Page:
2-minute silence across sports to mark Prince Philip’s death

From soccer stadiums to cricket grounds, sports venues in England fell silent for two minutes, black armbands were put on, and flags lowered to half-staff as the death of Prince Philip was marked on Friday.

The Royal family and government told sports authorities that events could continue following the death of the 99-year-old husband of Queen Elizabeth II.

But the BBC took the decision to remove an England women’s football game against France from one of its television channels. The match was replaced by graphics telling viewers that programming on BBC 4 had been suspended and to switch to other channels showing news while the international fixture would be available on only interactive and online services.

Friday’s only Premier League game —- Fulham against Wolverhampton in London —- was still televised on a BT Sport subscription channel. The Premier League initially announced plans to hold a minute’s silence but an additional minute was later added to the silence based on government advice for all weekend fixtures.

Philip held positions in sports bodies throughout his life, including as president of the English Football Association and a 22-year spell as president of the International Equestrian Federation that he used to develop new competitions.

“British sport has lost one of its strongest and, on occasion, boldest advocate,” World Athletics president Sebastian Coe said. “He had an unflinching view of the role of sport in all our neighbourhoods. That belief will be missed.”

Philip was a keen cricketer and he served two spells as president of the Lord’s-based Marylebone Cricket Club, which is regarded as the guardian of the laws of the game. He presented the Lord’s Taverners ECB Trophy to the English cricket champion for 43 years until he retired from royal duties in 2017.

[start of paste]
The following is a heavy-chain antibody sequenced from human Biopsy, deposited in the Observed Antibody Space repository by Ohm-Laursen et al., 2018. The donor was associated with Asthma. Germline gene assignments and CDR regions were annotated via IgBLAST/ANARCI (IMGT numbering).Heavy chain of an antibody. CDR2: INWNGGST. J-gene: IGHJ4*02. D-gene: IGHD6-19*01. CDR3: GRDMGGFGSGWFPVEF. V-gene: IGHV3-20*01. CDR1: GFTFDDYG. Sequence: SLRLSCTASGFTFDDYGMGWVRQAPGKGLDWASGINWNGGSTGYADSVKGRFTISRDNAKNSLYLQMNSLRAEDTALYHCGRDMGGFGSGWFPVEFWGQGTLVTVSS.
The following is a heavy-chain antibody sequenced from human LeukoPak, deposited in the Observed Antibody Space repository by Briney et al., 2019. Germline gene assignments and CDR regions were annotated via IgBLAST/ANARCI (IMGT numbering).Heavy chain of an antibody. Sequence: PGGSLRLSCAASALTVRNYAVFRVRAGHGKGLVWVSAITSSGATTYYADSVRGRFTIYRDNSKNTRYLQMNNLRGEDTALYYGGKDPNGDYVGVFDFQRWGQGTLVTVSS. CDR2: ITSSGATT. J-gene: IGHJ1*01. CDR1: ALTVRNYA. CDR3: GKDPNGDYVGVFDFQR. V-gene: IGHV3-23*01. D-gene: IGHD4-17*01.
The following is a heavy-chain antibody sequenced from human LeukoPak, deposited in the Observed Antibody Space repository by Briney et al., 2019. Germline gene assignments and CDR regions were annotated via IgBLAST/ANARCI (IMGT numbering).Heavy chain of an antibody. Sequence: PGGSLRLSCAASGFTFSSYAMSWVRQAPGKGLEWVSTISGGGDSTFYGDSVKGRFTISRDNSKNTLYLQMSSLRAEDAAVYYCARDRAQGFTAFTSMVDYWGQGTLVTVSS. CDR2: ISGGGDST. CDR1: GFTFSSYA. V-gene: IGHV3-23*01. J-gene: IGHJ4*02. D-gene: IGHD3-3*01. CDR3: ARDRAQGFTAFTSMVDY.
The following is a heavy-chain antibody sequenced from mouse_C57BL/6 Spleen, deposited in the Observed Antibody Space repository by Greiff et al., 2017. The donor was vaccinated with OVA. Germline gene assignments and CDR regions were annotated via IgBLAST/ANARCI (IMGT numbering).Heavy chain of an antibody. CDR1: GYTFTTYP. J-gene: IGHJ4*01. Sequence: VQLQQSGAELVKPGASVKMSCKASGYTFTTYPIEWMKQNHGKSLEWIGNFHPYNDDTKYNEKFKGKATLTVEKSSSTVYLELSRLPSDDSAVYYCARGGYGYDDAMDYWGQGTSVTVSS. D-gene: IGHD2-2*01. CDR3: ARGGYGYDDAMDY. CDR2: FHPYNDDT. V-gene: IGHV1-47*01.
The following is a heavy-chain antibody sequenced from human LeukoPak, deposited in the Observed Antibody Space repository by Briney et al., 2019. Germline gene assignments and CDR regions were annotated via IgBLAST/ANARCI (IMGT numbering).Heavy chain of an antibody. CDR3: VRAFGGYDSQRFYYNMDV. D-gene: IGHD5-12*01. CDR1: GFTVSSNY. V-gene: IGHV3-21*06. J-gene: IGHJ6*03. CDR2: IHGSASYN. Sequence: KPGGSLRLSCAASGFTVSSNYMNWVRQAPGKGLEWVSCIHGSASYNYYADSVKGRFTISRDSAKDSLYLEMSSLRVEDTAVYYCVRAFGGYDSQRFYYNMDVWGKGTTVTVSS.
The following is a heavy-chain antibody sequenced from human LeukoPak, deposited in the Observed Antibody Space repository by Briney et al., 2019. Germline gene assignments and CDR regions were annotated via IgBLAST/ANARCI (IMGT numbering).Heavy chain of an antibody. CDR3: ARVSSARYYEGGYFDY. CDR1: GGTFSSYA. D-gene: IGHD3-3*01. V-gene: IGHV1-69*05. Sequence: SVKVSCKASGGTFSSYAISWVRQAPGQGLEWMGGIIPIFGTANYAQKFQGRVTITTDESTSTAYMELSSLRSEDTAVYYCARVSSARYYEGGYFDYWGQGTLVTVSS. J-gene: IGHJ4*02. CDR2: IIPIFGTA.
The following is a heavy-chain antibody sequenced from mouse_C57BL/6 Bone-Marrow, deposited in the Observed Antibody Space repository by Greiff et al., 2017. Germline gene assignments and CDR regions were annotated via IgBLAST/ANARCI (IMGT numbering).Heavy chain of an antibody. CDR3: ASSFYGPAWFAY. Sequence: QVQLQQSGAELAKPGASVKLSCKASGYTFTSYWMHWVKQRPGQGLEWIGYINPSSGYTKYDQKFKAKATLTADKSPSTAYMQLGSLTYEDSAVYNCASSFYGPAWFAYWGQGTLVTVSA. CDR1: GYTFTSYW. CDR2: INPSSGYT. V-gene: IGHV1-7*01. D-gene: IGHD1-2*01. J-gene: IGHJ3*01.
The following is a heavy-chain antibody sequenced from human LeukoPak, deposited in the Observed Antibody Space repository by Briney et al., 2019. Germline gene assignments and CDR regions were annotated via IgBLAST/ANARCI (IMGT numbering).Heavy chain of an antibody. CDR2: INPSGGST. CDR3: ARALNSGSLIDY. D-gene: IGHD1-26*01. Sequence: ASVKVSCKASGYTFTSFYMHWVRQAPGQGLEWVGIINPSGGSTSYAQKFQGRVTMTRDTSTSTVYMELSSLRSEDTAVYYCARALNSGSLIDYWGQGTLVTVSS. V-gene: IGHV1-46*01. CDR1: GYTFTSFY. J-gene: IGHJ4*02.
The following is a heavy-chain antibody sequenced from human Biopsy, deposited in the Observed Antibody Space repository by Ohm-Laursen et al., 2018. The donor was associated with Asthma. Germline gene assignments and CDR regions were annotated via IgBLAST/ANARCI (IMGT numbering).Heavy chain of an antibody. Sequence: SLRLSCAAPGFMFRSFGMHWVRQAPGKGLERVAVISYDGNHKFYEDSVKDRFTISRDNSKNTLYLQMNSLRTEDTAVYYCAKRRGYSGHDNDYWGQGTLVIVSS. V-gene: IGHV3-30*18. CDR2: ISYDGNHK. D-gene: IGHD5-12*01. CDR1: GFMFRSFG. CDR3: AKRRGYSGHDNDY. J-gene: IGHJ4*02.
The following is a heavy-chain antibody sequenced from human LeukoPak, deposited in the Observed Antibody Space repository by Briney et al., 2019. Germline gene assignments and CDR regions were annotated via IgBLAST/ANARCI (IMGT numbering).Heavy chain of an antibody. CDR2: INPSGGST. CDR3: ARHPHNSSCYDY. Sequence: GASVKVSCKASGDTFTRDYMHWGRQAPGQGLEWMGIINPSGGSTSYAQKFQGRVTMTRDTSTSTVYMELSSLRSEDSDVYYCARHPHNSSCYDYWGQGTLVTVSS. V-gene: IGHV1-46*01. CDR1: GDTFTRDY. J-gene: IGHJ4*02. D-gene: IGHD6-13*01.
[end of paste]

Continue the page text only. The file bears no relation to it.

“We owe him a great debt for his support and passion over many decades,” England and Wales Cricket Board chairman Ian Watmore said.

County cricket matches were underway when his death was announced by Buckingham Palace at noon and a two-minute silence was held before the afternoon sessions of play in venues without fans due to the pandemic.

The largely empty Aintree racecourse also fell silent before the second day of racing in the Grand National meeting. Philip was an honorary member of the Jockey Club and would attend flagship racing events to accompany his horse-owning wife. At Royal Ascot in 2012, he presented the queen with the trophy after one of her greatest successes with Estimate winning the Queen’s Vase Stakes.

“That was a special moment, probably for Her Majesty, but also for horse racing as well,” said 20-time champion jockey A.P. McCoy, who also remembered spending time with Philip at Windsor Castle. “He was a very interesting man and a really good polo player in his younger days. He was really keen on carriage driving and really good at it as well.”

Jockeys at Aintree wore black armbands as footballers were asked to do across the weekend at England’s professional leagues, including the Premier League, and for the England women’s international game against Canada — where the queen is also head of state.

The news of Philip’s death broke as Tottenham manager Jose Mourinho was giving a news conference.

“I would like to express my condolences to the Royal family and, to be very honest, say I have the utmost respect for the Royal family,” the Portuguese said. “I believe that it is not just this country that is going to be sharing these feelings because I’m not English, and I know that many like myself, we have the utmost respect.”

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